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SPACE JAM

Every time I see Michael Jordan hawking long distance service along with his "Space Jam buddies," I become more and more convinced that SPACE JAM is a very clever 88-minute commercial. After all, everything in the movie has commercial appeal… including a certain basketball player turned pitchman. With that said, let’s examine the film at hand…

SPACE JAM ($25) is an amusing movie that combines live action with classic animated characters from the Warner Bros. studio. For those who need a refresher course in recent history, SPACE JAM is set during the time that basketball great Michael Jordan left the game (that made him famous) to pursue a career in baseball. The plot of SPACE JAM concerns a group of tiny aliens that come to Earth to capture the Loony Tunes characters and force them to become slaves in an intergalactic theme park (although getting paid royalties to appear at Six Flags parks would be okay). Of course, slick-talking Bugs Bunny convinces the diminutive aliens that they should be allowed to defend themselves- so Bugs comes up with a scheme to allow a game of basketball to decide the fate of all the Loony Tunes characters. Unfortunately for Bugs and the rest of the Loony Tunes gang, those itty-bitty aliens steal the talents of some of the NBA’s best players and grow into a group of basketball playing Monstars. Now facing gigantic foes, the Loony Tunes gang kidnap Michael Jordan and force him out of retirement to save their bacon during that all-important basketball game.

While SPACE JAM gives the Loony Tunes characters plenty of amusing moments, they seem to have lost that edge that they had during their glory days of working with such directors as Bob Clampett and Chuck Jones. As for Michael Jordan’s performance, let me put it to you this way- as an actor, he’s a basketball player. He can carry a 30 or 60-second pitch for long distance service, but don’t expect him to be playing Othello any time soon. Fortunately, Jordan gets first-rate support from the likes of Wayne Knight and the comedy genius known as Bill Murray. The cast of SPACE JAM also includes Theresa Randle, Larry Bird, Charles Barkley, Patrick Ewing and the vocal talents of Danny DeVito.

Although this DVD is supposedly a special edition reissue, the folks at Warner Home Video have defied logic and re-released the same full screen presentation of SPACE JAM that they released in the early days of the format. The full screen version of SPACE JAM is noticeably cropped in places, and while small children may not complain, the adults who have to fork over the money are certain to be bothered by this presentation. Perhaps Warner will someday do things right and issue a 16:9 enhanced version of SPACE JAM on DVD. As it stands, the cropped transfer is relatively nice looking, although it is a bit grainy since the image had to be slightly blown up to fill the television screen. Everything appears reasonably sharp and the picture displays a decent level of detail. Fully animated sequences tend to look best in this cropped presentation. Colors are strong; especially during the above mention animated sequences. Blacks are accurately rendered and the image has a good level of shadow detail. Digital compression artifacts never become obtrusive.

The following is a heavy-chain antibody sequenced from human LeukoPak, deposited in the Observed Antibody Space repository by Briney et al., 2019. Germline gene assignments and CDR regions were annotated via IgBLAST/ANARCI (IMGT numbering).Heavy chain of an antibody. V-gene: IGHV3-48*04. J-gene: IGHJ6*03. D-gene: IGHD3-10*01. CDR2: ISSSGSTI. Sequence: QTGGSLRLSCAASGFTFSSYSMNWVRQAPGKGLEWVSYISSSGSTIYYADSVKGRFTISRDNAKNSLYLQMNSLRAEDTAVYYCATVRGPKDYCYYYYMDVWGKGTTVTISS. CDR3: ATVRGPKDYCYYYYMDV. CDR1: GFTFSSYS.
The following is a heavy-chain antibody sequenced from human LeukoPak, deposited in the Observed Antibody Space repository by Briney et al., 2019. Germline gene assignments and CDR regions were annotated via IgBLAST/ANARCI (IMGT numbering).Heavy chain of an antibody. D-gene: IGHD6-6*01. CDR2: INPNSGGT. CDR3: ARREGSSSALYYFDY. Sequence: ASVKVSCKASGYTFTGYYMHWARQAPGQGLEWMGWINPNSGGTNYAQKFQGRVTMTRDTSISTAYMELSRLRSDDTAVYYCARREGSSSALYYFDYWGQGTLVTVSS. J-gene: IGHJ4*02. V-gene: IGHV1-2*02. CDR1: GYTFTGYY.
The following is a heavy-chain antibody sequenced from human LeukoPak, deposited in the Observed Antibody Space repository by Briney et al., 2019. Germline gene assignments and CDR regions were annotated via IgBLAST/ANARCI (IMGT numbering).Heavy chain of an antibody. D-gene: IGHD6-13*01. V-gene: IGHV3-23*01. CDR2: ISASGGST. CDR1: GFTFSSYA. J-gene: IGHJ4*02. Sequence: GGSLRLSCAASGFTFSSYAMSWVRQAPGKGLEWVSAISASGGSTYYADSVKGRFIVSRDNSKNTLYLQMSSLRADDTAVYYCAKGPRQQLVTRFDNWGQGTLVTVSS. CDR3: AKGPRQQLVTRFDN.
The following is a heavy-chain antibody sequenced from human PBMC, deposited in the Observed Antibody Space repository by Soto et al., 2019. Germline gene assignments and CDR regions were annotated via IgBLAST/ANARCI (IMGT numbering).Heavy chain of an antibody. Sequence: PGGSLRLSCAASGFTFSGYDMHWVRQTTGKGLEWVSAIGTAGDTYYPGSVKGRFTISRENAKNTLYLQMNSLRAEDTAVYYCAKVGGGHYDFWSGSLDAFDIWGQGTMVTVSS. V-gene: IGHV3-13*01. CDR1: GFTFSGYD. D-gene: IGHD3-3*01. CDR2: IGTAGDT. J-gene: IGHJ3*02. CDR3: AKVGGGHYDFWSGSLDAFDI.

The Dolby Digital 5.1 channel soundtrack has a very good mix that takes advantage of the discrete nature of the format. Sound effects zip around the entire sound field and are fairly aggressive. Dialogue is cleanly reproduced, and as a nice surprise, it is somewhat directional. The music is very well integrated into the mix and tends to wash over the viewer in a very enveloping fashion. While there aren’t too many places where the bass channel can show off, it does a formidable job of keeping the track from sounding anemic. French and Spanish 5.1 channel soundtracks have also been encoded onto the DVD, as have English, French and Spanish subtitles. 

Animation and sound jazz up the interactive menus, which offer the standard scene selection and set up features, as well as some nice extras. There is a running commentary featuring director Joe Pytka, plus Bugs Bunny, Daffy Duck, as well as the men who voice them in the movie. The commentary is fun, amusing and covers the technical side rather well. Also on the DVD are three music videos including Seal’s Fly Like An Eagle, R. Kelly’s I Believe I Can Fly and one for the Monstars Anthem. There is an isolated 5.1 channel music track on the DVD, which allows one to appreciate both the orchestral score and the pop songs featured on the soundtrack. Production notes and cast biographies fill out the supplemental section.

SPACE JAM is the DVD that could have been… It could have been great for fans, had Warner issued it with a proper 16:9 enhanced wide screen presentation.

 

 
SPACE JAM 



 

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DVD reviews are Copyright © 2000 THE CINEMA LASER and may not be copied or reprinted without the written consent of the publisher.
THE CINEMA LASER is written, edited and published by Derek M. Germano.


 

 

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